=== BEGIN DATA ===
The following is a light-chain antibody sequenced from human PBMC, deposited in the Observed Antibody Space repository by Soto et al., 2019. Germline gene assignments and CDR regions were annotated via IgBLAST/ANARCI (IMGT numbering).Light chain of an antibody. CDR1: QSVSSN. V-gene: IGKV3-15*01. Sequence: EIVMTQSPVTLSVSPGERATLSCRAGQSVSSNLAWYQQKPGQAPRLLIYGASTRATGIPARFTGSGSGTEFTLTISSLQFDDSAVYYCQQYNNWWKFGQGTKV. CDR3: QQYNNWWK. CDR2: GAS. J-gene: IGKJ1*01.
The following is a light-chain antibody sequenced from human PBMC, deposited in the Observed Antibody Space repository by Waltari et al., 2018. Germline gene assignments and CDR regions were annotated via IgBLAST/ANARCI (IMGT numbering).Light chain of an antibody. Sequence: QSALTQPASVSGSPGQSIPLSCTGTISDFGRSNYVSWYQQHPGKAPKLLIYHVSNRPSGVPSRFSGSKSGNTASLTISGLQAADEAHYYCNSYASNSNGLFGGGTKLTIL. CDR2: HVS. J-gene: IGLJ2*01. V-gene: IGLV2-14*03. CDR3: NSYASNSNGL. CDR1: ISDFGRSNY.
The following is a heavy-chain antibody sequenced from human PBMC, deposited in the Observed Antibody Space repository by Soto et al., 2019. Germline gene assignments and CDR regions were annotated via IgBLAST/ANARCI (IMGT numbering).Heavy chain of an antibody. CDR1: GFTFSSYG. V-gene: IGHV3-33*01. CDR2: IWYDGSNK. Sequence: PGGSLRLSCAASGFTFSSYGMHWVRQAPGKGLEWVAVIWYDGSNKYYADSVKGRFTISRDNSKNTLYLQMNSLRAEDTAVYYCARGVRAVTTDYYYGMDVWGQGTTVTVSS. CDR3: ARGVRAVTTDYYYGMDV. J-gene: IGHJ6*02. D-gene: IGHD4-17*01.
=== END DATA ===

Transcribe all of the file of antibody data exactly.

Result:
The following is a light-chain antibody sequenced from human PBMC, deposited in the Observed Antibody Space repository by Soto et al., 2019. Germline gene assignments and CDR regions were annotated via IgBLAST/ANARCI (IMGT numbering).Light chain of an antibody. CDR1: QSVSSN. V-gene: IGKV3-15*01. Sequence: EIVMTQSPVTLSVSPGERATLSCRAGQSVSSNLAWYQQKPGQAPRLLIYGASTRATGIPARFTGSGSGTEFTLTISSLQFDDSAVYYCQQYNNWWKFGQGTKV. CDR3: QQYNNWWK. CDR2: GAS. J-gene: IGKJ1*01.
The following is a light-chain antibody sequenced from human PBMC, deposited in the Observed Antibody Space repository by Waltari et al., 2018. Germline gene assignments and CDR regions were annotated via IgBLAST/ANARCI (IMGT numbering).Light chain of an antibody. Sequence: QSALTQPASVSGSPGQSIPLSCTGTISDFGRSNYVSWYQQHPGKAPKLLIYHVSNRPSGVPSRFSGSKSGNTASLTISGLQAADEAHYYCNSYASNSNGLFGGGTKLTIL. CDR2: HVS. J-gene: IGLJ2*01. V-gene: IGLV2-14*03. CDR3: NSYASNSNGL. CDR1: ISDFGRSNY.
The following is a heavy-chain antibody sequenced from human PBMC, deposited in the Observed Antibody Space repository by Soto et al., 2019. Germline gene assignments and CDR regions were annotated via IgBLAST/ANARCI (IMGT numbering).Heavy chain of an antibody. CDR1: GFTFSSYG. V-gene: IGHV3-33*01. CDR2: IWYDGSNK. Sequence: PGGSLRLSCAASGFTFSSYGMHWVRQAPGKGLEWVAVIWYDGSNKYYADSVKGRFTISRDNSKNTLYLQMNSLRAEDTAVYYCARGVRAVTTDYYYGMDVWGQGTTVTVSS. CDR3: ARGVRAVTTDYYYGMDV. J-gene: IGHJ6*02. D-gene: IGHD4-17*01.